Boris Flyover ‘90% certain to go ahead’ according to TfL

Residents, transport experts and local councillors alike have been strongly critical of Transport for London’s latest half-arsed consultation, on the £87 million road schemes proposed for the Boris Flyover from the Purley Way.

Traffic cartoonLike so many public consultations, the exercise over the last month or so has had the look of being lip-service to the process, with TfL officials telling members of the community at public sessions that it is “90 per cent” certain that they will go ahead with the Boris Flyover on the A232 over Waddon railway station and towards central Croydon. They have tended to be less up-front with another likely consequence, the bulldozing through Duppas Hill Park en route to widen the route through to the Hammersfield supermall.

Today is the last date for comments to be posted to the Tory Mayor of London’s consultation, which many have said has failed to reach enough residents and business-owners likely to be affected by the proposed new roads. A widespread criticism of the TfL consultation is the complete absence of proper research conducted beforehand to inform the public’s opinion-forming: no data was made available from an environmental impact assessment.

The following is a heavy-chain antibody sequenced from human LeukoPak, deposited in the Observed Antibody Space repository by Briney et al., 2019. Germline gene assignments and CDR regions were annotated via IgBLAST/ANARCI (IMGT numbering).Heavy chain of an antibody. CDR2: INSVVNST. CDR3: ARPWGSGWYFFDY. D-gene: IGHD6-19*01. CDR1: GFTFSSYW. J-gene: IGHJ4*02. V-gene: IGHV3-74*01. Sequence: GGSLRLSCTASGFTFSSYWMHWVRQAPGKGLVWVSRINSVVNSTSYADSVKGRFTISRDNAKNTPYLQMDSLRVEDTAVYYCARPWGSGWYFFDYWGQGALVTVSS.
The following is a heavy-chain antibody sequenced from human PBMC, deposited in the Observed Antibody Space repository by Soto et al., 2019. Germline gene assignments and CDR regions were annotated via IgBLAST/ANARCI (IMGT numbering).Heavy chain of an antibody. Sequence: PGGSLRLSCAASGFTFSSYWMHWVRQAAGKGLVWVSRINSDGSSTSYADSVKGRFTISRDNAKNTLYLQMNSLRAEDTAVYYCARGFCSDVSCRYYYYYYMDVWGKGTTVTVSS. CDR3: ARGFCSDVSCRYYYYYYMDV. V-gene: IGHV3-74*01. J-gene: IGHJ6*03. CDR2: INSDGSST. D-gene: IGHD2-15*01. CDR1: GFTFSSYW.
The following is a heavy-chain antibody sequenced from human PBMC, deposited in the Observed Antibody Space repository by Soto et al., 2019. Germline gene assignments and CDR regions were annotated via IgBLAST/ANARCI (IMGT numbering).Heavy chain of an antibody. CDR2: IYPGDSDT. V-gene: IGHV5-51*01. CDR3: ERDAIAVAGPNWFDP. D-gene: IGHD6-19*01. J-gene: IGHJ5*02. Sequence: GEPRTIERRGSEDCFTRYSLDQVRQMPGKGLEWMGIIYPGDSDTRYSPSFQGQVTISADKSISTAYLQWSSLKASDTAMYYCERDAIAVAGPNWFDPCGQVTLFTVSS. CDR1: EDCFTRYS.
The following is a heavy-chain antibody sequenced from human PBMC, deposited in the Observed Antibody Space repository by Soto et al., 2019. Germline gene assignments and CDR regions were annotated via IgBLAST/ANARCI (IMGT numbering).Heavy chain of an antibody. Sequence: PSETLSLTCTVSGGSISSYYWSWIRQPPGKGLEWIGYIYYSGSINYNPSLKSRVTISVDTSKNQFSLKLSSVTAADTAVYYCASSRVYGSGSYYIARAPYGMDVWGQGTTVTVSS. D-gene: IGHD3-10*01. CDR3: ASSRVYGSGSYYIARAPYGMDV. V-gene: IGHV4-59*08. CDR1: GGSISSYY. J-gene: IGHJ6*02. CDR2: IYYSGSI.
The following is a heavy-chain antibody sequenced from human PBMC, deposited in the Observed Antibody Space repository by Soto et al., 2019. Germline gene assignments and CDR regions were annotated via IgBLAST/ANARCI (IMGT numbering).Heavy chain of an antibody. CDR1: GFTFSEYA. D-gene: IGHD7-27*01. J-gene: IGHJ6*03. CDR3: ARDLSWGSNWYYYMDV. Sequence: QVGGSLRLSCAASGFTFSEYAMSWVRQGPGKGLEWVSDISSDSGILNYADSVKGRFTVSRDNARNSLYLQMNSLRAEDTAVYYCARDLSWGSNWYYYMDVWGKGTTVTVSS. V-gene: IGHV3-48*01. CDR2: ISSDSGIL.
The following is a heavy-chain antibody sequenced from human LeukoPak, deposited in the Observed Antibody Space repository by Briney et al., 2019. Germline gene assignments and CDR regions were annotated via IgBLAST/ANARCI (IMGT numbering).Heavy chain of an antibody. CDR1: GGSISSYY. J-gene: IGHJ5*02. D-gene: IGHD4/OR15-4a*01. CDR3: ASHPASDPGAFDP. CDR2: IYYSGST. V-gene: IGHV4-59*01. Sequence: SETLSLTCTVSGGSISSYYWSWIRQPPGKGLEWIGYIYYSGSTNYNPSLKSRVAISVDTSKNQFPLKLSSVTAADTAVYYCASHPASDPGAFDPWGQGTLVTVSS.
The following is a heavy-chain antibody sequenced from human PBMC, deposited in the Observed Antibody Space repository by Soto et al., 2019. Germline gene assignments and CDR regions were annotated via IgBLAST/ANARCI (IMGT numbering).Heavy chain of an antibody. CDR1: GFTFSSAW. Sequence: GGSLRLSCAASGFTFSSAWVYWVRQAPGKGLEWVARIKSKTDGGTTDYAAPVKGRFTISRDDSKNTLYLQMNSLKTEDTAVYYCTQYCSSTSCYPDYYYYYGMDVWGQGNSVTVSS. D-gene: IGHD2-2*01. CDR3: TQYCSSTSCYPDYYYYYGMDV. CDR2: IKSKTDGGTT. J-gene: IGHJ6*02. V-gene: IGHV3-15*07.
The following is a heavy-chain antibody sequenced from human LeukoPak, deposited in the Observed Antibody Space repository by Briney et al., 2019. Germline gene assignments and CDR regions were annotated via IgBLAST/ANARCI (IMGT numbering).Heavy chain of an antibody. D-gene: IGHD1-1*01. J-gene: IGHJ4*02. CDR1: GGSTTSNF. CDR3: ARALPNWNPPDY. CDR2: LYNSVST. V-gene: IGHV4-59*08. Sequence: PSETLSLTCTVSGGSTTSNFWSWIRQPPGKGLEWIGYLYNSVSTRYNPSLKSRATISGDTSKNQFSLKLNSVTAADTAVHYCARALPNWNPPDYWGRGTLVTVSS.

Even councillors from Waddon, the local ward most affected by the road scheme – who had been virtually silent throughout the consultation period – finally got round to sending a letter to TfL, just before the weekend, which also made the point that although the proposal is intended to relieve congestion from Fiveways, the consultation offered no evidence to show that the schemes could achieve that. It seems unlikely that this will outweigh the enthusiastic – and possibly prejudicial – support provided for the Boris Flyover from Kathy Bee, Labour’s cabinet member for transport.

“Spending £80 million on the wrong solution is pointless,” as one resident whose road is likely to be worst affected by the proposed four-lane urban motorway said.

Cabinet member Kathy Bee: enthusiastically supported the flyover through Waddon, before hearing what local residents might think

Cabinet member Kathy Bee: supported the flyover through Waddon, before hearing what local residents might think

Inside Croydon has received several comments from residents who complained that they had not heard from their local elected representatives during the course of the consultation, including this from someone who had been in touch with most of their neighbours on Waddon Park Avenue:

Our view is that neither of the options proposed have addressed the fundamental issues with traffic on the A23 Purley Way and surrounding areas in Waddon. We accept there are traffic issues and a solution needs to be found, but spending £80 million on the wrong solution is pointless – we will be in the same position in five to 10 years’ time and further solutions will need to be found then.

Our main objections to the proposals (both options):

1. The scheme is named “Transforming Fiveways Croydon” which is misleading as the majority of impacts will be felt further north around Waddon Station and the A23 Purley Way / A232 Croydon Road junction; people have not therefore been correctly informed will not be in a position to respond to the consultation.